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PHOTO ESSAY

Jozi arts festival opens magical, inspiring world of theatre to the young

Jozi arts festival opens magical, inspiring world of theatre to the young
'The Flying Cow' tells the story of imagination in which two girls and a boy embark on a stand-of. (Photo: Ihsaan Haffajee)

The recent Cradle of Creativity festival in Johannesburg, aimed at children and young people, featured performances by people from South Africa and around the world.

Young theatre lovers and their families were blessed with an abundance of fantastic shows which formed part of last week’s Cradle of Creativity festival. This unique weeklong arts festival designed for children and young people is the brainchild of arts organisation ASSITEJ South Africa. 

ASSITEJ South Africa’s mission is to facilitate access to the arts for every child and young person in South Africa. “Theatre is a transformational force in the lives of young people, inspiring imaginations, shifting perceptions, teaching empathy and building our nation,” reads the founding statement on its website.

The organisation hopes to use theatre to allow young people to access stories and explore different perspectives which can foster a child’s capacity for empathy and emotional intelligence.

Jozi arts festival

Mexican and Argentianian duo José Agüero and Adrián Hernández perform their show ‘Cerca/ Close’. (Photo: Ihsaan Haffajee)

“Children should see theatre, need to see theatre, deserve to see theatre, because – quite simply – they are human beings and theatre is the fullest expression of being human,” says ASSITEJ South Africa’s Yvette Hardie.

The majority of last week’s shows were hosted by Joburg’s famous Market Theatre, with some also held at The Windybrow Theatre in Hillbrow, the Sibikwa Arts Centre and the National Children’s Theatre, as well as at selected schools and community centres, making them accessible to all.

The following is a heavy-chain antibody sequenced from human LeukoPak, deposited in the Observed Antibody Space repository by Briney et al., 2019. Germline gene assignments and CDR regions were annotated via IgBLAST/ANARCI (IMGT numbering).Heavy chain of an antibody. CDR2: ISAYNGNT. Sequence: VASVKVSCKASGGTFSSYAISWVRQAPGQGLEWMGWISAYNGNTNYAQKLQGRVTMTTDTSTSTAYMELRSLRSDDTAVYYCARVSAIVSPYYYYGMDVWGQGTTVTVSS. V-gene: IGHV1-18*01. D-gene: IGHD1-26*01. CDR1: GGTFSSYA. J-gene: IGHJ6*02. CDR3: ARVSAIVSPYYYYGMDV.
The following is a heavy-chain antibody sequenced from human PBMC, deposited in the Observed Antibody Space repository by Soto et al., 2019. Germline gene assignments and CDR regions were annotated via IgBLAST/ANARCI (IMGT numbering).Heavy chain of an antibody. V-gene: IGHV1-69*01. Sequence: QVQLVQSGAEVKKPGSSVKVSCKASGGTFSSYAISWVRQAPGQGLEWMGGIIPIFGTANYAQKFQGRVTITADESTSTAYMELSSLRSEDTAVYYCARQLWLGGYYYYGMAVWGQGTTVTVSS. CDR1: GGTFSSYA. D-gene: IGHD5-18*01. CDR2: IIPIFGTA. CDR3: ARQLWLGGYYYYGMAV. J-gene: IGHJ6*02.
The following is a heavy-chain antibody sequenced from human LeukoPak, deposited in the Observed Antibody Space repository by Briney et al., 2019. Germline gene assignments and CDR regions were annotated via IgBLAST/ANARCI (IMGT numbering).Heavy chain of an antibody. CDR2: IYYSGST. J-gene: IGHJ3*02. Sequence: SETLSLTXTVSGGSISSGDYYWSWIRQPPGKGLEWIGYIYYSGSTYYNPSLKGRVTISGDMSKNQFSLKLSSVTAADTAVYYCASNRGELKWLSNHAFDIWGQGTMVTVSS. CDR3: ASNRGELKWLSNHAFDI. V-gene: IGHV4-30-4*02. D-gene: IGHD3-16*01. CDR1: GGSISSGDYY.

This year’s festival was themed “The Stories That Move Us” and was curated by Faye Kabali-Kagwa. “After the Covid pandemic and theatres were closed, it just felt like this was a moment to celebrate people coming together. We wanted to celebrate the diversity in the space as well as the people who are making theatre for young people… We had shows for children as young as three months up 18 years of age,” said Kabali-Kagwa.

Jozi arts festival

A scene from ‘Wanda the Musical’, which deals with Wanda and her beautiful head of hair. She is brave and strong, but she’s unhappy because of the endless teasing by the boys at school. Through these hair secrets and stories, she finds the courage to face her fears and realises that her hair is a crown and something to be proud of. (Photo: Ihsaan Haffajee)

Young children in Joburg’s inner city watch a performance by the Joshua Monten Dance Company from Switzerland at the Windybrow Theatre in Hillbrow. (Photo: Ihsaan Haffajee)

Apart from South African performances, audiences were treated to shows by artists from the Netherlands, Denmark, France, Rwanda, Mexico and Argentina.

“This festival is bringing together artwork from all around the world, all over Africa, all over South Africa, so we want people to feel that they have been moved physically and emotionally by what they will be engaging with,” said Hardie.

The festival was well received by lovers of theatre, with little kids enjoying the experience of watching live performances with their parents.

Read more in Daily Maverick: All their world’s a stage – visually impaired youngsters take message of inclusivity to National Arts Festival

“I mean, you know, children are just so open. They are so ready to receive anything and of course their imaginations are just so fertile and so you can really take them on different journeys that are incredibly exciting. One of the things I love about theatre for young audiences is actually being able to watch the audience and their responses as well. It sort of gives you goosebumps. It’s almost like therapy,” said Hardie. DM

Artist Cara Roberts performs her one-person show ‘The King of Broken Things’, which won a Gold Ovation Award at the National Arts Festival 2020 and won three awards at the Golden Dolphin International Puppet Festival in 2022. It touches on ancient Japanese traditions, mythology and dreams. (Photo: Ihsaan Haffajee)

A scene from ‘The Flying Cow’ performed by Dutch dancers. (Photo: Ihsaan Haffajee)

A cast member from Danish group Batida waits backstage at the Windybrow Theatre in Hillbrow before their performance ‘To Hell With Paradise’. (Photo: Ihsaan Haffajee)

Presented by the Market Theatre Lab’s second-year students, ‘KiDDING’ is a captivating and innovative play offering a fresh take on the challenges and complexities of growing up and fitting in at a private school. (Photo: Ihsaan Haffajee)

This story first appeared in our weekly Daily Maverick 168 newspaper, which is available countrywide for R29.

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